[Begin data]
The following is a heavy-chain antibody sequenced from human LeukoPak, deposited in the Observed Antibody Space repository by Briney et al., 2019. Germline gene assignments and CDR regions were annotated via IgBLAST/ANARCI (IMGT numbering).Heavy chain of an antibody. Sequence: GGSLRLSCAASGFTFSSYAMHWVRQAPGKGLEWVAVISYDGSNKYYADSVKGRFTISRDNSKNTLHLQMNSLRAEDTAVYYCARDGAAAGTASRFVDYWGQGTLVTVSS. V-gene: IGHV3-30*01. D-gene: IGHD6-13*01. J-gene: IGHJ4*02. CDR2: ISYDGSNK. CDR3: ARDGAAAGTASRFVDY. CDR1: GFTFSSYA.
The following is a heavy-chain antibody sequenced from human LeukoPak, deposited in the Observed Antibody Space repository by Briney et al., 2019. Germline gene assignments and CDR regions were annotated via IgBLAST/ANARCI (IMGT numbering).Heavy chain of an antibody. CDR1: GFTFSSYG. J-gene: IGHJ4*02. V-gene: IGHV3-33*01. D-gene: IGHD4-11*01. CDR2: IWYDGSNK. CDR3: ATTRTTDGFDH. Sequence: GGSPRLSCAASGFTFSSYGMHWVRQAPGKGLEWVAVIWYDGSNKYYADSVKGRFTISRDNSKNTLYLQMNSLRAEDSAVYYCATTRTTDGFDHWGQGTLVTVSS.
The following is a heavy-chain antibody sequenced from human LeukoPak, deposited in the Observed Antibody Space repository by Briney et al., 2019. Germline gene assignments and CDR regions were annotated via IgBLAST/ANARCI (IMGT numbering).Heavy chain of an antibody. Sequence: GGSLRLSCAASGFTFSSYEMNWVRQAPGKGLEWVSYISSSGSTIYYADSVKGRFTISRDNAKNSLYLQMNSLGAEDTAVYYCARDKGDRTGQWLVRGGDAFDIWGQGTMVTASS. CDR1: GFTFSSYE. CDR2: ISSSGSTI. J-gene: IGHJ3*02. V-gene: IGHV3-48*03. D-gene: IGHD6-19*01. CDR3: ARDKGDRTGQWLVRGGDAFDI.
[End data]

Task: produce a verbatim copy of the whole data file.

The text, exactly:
The following is a heavy-chain antibody sequenced from human LeukoPak, deposited in the Observed Antibody Space repository by Briney et al., 2019. Germline gene assignments and CDR regions were annotated via IgBLAST/ANARCI (IMGT numbering).Heavy chain of an antibody. Sequence: GGSLRLSCAASGFTFSSYAMHWVRQAPGKGLEWVAVISYDGSNKYYADSVKGRFTISRDNSKNTLHLQMNSLRAEDTAVYYCARDGAAAGTASRFVDYWGQGTLVTVSS. V-gene: IGHV3-30*01. D-gene: IGHD6-13*01. J-gene: IGHJ4*02. CDR2: ISYDGSNK. CDR3: ARDGAAAGTASRFVDY. CDR1: GFTFSSYA.
The following is a heavy-chain antibody sequenced from human LeukoPak, deposited in the Observed Antibody Space repository by Briney et al., 2019. Germline gene assignments and CDR regions were annotated via IgBLAST/ANARCI (IMGT numbering).Heavy chain of an antibody. CDR1: GFTFSSYG. J-gene: IGHJ4*02. V-gene: IGHV3-33*01. D-gene: IGHD4-11*01. CDR2: IWYDGSNK. CDR3: ATTRTTDGFDH. Sequence: GGSPRLSCAASGFTFSSYGMHWVRQAPGKGLEWVAVIWYDGSNKYYADSVKGRFTISRDNSKNTLYLQMNSLRAEDSAVYYCATTRTTDGFDHWGQGTLVTVSS.
The following is a heavy-chain antibody sequenced from human LeukoPak, deposited in the Observed Antibody Space repository by Briney et al., 2019. Germline gene assignments and CDR regions were annotated via IgBLAST/ANARCI (IMGT numbering).Heavy chain of an antibody. Sequence: GGSLRLSCAASGFTFSSYEMNWVRQAPGKGLEWVSYISSSGSTIYYADSVKGRFTISRDNAKNSLYLQMNSLGAEDTAVYYCARDKGDRTGQWLVRGGDAFDIWGQGTMVTASS. CDR1: GFTFSSYE. CDR2: ISSSGSTI. J-gene: IGHJ3*02. V-gene: IGHV3-48*03. D-gene: IGHD6-19*01. CDR3: ARDKGDRTGQWLVRGGDAFDI.